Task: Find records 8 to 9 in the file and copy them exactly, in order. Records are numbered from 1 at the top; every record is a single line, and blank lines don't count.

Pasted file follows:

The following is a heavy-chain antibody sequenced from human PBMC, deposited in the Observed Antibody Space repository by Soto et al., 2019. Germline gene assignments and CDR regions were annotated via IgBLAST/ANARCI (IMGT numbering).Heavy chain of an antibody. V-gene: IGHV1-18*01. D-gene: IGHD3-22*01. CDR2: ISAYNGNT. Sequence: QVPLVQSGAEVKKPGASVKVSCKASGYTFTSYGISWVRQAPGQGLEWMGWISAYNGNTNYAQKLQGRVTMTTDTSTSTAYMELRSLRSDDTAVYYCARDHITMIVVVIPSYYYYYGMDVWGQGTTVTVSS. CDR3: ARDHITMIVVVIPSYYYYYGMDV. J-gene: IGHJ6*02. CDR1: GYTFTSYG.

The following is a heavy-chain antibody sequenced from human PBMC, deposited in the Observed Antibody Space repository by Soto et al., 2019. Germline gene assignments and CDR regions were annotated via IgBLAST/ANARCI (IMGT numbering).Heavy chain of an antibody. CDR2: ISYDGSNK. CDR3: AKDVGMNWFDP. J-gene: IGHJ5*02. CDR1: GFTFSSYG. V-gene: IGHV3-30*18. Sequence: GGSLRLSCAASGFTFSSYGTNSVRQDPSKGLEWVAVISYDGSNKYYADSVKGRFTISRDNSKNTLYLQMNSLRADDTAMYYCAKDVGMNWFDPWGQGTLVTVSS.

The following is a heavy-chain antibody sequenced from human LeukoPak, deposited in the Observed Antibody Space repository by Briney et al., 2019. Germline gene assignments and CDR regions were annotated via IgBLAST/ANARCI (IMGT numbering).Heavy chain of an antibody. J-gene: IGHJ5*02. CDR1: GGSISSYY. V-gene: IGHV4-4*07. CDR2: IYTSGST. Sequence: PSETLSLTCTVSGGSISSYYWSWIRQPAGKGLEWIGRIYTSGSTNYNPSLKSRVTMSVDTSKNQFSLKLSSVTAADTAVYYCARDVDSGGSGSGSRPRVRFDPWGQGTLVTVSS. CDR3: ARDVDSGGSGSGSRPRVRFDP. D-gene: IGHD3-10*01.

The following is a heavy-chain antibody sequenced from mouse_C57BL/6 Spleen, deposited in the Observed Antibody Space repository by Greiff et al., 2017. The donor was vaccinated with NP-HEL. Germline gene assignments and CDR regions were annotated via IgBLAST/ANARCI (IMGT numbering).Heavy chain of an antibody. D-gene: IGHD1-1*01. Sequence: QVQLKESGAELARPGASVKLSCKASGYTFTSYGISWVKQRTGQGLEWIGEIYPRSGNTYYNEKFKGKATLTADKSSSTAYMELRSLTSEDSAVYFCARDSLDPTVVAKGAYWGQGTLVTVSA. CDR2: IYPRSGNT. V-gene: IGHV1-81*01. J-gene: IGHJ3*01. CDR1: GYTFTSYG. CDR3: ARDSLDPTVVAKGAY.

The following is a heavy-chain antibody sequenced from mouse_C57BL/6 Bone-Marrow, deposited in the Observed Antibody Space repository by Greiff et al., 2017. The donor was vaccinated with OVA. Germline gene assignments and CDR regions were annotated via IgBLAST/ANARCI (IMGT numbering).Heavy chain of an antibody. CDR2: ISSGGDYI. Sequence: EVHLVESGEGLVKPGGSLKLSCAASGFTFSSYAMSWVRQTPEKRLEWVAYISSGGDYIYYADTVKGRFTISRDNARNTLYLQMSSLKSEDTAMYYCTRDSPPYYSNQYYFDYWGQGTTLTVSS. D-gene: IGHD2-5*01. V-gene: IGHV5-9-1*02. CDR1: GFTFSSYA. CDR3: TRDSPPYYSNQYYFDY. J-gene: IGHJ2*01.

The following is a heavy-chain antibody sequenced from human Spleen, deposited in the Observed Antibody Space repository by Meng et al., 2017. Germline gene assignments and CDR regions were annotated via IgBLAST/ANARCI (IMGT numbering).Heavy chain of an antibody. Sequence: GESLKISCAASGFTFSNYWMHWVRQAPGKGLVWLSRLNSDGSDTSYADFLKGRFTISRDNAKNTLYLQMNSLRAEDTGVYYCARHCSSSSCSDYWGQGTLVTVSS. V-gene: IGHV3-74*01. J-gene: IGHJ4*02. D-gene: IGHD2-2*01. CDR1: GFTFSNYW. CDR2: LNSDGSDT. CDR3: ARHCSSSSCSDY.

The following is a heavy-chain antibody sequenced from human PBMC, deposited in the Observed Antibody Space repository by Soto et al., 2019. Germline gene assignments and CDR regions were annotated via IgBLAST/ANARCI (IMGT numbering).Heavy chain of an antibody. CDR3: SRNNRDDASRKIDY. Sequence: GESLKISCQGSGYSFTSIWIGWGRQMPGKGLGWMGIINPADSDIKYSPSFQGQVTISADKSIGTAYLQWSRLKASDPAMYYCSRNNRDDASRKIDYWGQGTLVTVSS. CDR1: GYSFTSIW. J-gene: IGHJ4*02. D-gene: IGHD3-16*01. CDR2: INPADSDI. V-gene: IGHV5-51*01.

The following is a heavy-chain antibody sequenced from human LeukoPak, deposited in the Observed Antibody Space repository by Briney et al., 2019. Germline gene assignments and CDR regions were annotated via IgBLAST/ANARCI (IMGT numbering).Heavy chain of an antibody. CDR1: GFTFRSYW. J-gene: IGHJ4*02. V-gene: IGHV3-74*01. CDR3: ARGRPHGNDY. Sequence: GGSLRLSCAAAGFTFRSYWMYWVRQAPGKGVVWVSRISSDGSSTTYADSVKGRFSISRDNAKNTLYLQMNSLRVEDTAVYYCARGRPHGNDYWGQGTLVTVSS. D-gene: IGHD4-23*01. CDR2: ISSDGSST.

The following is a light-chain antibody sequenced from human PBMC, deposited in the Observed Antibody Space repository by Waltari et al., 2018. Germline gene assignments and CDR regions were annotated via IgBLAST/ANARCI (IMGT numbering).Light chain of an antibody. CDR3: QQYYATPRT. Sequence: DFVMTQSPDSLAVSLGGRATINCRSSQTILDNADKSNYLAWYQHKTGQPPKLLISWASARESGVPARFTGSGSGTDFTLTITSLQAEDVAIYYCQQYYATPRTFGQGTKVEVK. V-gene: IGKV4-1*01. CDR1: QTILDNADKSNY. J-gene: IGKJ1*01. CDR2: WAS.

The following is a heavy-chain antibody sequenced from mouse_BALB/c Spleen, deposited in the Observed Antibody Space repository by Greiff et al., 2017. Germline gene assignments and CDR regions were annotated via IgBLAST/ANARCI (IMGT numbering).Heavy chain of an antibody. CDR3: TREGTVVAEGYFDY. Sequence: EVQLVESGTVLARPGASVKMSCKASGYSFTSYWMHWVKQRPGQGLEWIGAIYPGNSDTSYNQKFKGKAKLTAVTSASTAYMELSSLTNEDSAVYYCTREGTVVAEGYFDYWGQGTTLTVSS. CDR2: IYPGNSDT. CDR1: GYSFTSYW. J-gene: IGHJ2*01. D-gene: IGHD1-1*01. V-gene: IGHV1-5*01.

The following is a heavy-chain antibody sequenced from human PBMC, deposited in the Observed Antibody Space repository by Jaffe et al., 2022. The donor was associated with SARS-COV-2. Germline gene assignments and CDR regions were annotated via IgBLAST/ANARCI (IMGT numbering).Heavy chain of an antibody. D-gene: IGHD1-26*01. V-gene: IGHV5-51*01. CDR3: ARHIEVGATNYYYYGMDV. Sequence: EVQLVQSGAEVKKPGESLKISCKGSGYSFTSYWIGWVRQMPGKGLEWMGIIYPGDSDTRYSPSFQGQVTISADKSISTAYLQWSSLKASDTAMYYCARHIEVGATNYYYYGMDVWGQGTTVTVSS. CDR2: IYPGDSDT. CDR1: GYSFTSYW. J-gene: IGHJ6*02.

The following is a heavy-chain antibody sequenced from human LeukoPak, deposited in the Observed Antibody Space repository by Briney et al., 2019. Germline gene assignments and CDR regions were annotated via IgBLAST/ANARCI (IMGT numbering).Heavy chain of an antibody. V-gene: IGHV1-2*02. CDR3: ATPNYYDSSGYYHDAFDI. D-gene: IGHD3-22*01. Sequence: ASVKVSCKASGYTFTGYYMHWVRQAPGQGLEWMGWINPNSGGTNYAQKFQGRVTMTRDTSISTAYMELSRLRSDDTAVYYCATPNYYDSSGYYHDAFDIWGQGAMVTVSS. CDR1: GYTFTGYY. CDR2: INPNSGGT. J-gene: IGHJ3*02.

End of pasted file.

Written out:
The following is a heavy-chain antibody sequenced from human LeukoPak, deposited in the Observed Antibody Space repository by Briney et al., 2019. Germline gene assignments and CDR regions were annotated via IgBLAST/ANARCI (IMGT numbering).Heavy chain of an antibody. CDR1: GFTFRSYW. J-gene: IGHJ4*02. V-gene: IGHV3-74*01. CDR3: ARGRPHGNDY. Sequence: GGSLRLSCAAAGFTFRSYWMYWVRQAPGKGVVWVSRISSDGSSTTYADSVKGRFSISRDNAKNTLYLQMNSLRVEDTAVYYCARGRPHGNDYWGQGTLVTVSS. D-gene: IGHD4-23*01. CDR2: ISSDGSST.

The following is a light-chain antibody sequenced from human PBMC, deposited in the Observed Antibody Space repository by Waltari et al., 2018. Germline gene assignments and CDR regions were annotated via IgBLAST/ANARCI (IMGT numbering).Light chain of an antibody. CDR3: QQYYATPRT. Sequence: DFVMTQSPDSLAVSLGGRATINCRSSQTILDNADKSNYLAWYQHKTGQPPKLLISWASARESGVPARFTGSGSGTDFTLTITSLQAEDVAIYYCQQYYATPRTFGQGTKVEVK. V-gene: IGKV4-1*01. CDR1: QTILDNADKSNY. J-gene: IGKJ1*01. CDR2: WAS.